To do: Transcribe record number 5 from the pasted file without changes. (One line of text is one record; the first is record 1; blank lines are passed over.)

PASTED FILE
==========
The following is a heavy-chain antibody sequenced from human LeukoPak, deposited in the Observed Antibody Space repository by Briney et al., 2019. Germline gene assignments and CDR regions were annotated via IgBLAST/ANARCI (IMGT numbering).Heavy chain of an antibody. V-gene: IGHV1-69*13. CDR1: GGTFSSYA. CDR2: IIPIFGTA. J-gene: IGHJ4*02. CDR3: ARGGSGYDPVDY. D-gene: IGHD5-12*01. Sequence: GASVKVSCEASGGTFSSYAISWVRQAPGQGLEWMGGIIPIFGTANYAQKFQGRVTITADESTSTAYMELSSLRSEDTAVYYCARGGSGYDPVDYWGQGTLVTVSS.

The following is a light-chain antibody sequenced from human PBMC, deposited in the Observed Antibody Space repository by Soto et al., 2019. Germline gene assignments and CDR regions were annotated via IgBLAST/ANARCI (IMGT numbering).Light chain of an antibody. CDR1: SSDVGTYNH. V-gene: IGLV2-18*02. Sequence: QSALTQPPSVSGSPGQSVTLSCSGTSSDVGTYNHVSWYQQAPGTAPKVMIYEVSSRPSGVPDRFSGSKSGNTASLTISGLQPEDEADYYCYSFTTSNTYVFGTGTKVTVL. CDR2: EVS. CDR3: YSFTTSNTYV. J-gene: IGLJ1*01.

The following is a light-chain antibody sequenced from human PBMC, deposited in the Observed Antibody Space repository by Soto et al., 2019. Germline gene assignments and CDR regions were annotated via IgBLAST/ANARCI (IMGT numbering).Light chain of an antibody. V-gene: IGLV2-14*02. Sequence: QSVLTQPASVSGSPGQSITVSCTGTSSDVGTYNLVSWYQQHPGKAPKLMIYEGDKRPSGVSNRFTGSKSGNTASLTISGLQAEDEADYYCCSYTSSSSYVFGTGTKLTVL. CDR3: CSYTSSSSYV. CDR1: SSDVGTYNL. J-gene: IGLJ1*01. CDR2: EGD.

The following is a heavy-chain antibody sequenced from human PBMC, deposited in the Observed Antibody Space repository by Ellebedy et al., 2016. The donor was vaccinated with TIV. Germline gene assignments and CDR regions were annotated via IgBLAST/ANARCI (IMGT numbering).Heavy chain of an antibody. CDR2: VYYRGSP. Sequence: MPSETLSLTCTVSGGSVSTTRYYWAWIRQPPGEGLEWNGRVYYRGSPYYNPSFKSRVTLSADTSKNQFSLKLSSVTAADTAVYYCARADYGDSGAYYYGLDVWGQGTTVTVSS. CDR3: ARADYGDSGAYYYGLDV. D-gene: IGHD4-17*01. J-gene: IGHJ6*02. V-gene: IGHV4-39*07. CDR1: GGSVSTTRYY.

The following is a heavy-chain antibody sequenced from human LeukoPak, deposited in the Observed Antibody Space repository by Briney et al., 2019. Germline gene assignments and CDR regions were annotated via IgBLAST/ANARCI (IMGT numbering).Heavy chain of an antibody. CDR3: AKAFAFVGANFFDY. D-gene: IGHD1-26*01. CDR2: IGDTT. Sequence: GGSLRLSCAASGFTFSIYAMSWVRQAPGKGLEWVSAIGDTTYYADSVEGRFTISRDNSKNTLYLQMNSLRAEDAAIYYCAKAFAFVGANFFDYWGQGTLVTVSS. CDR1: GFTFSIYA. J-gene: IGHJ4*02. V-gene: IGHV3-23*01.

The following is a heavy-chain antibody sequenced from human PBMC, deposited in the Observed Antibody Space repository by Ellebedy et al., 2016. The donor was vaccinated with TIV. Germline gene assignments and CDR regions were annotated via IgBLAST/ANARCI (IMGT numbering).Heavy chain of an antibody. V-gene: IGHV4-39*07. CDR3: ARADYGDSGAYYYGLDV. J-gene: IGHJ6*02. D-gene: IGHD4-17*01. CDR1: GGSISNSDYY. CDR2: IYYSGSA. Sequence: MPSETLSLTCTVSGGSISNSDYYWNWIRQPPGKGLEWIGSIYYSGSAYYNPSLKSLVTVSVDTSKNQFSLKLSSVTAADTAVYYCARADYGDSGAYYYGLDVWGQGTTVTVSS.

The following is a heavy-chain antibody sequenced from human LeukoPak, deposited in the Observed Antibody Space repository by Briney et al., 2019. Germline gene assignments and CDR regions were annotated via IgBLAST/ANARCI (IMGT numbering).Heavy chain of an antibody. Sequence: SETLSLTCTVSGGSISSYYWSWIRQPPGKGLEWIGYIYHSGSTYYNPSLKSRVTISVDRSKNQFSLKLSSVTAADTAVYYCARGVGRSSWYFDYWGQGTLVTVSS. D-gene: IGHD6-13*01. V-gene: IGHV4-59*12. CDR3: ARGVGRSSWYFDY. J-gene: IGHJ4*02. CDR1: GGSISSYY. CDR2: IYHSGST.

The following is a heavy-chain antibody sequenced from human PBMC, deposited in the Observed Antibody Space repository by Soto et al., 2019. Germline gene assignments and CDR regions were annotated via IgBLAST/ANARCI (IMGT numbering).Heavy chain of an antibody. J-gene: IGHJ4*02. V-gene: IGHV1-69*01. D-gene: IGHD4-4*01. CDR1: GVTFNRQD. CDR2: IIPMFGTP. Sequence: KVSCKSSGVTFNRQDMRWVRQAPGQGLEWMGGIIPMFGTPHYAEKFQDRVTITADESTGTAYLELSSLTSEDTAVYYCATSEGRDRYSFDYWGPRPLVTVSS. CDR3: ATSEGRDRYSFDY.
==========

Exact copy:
The following is a heavy-chain antibody sequenced from human LeukoPak, deposited in the Observed Antibody Space repository by Briney et al., 2019. Germline gene assignments and CDR regions were annotated via IgBLAST/ANARCI (IMGT numbering).Heavy chain of an antibody. CDR3: AKAFAFVGANFFDY. D-gene: IGHD1-26*01. CDR2: IGDTT. Sequence: GGSLRLSCAASGFTFSIYAMSWVRQAPGKGLEWVSAIGDTTYYADSVEGRFTISRDNSKNTLYLQMNSLRAEDAAIYYCAKAFAFVGANFFDYWGQGTLVTVSS. CDR1: GFTFSIYA. J-gene: IGHJ4*02. V-gene: IGHV3-23*01.